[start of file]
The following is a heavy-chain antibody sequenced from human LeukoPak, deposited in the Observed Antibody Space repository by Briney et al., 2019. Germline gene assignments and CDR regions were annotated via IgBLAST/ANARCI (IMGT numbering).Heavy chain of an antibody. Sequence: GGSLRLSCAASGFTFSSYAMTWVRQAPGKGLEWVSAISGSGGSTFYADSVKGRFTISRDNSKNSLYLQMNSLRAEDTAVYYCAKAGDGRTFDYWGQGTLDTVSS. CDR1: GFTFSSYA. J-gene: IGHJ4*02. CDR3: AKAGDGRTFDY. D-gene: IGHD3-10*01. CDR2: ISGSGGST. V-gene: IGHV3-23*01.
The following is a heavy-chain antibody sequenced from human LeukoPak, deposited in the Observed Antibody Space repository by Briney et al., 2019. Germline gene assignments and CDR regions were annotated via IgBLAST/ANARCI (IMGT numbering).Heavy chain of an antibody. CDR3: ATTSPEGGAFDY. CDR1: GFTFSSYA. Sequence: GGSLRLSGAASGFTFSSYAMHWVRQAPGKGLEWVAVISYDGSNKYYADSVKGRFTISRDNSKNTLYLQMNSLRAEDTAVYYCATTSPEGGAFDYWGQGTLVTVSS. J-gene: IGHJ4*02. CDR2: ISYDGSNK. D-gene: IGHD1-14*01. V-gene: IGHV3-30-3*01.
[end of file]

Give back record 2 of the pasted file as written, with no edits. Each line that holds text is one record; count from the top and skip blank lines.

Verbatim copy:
The following is a heavy-chain antibody sequenced from human LeukoPak, deposited in the Observed Antibody Space repository by Briney et al., 2019. Germline gene assignments and CDR regions were annotated via IgBLAST/ANARCI (IMGT numbering).Heavy chain of an antibody. CDR3: ATTSPEGGAFDY. CDR1: GFTFSSYA. Sequence: GGSLRLSGAASGFTFSSYAMHWVRQAPGKGLEWVAVISYDGSNKYYADSVKGRFTISRDNSKNTLYLQMNSLRAEDTAVYYCATTSPEGGAFDYWGQGTLVTVSS. J-gene: IGHJ4*02. CDR2: ISYDGSNK. D-gene: IGHD1-14*01. V-gene: IGHV3-30-3*01.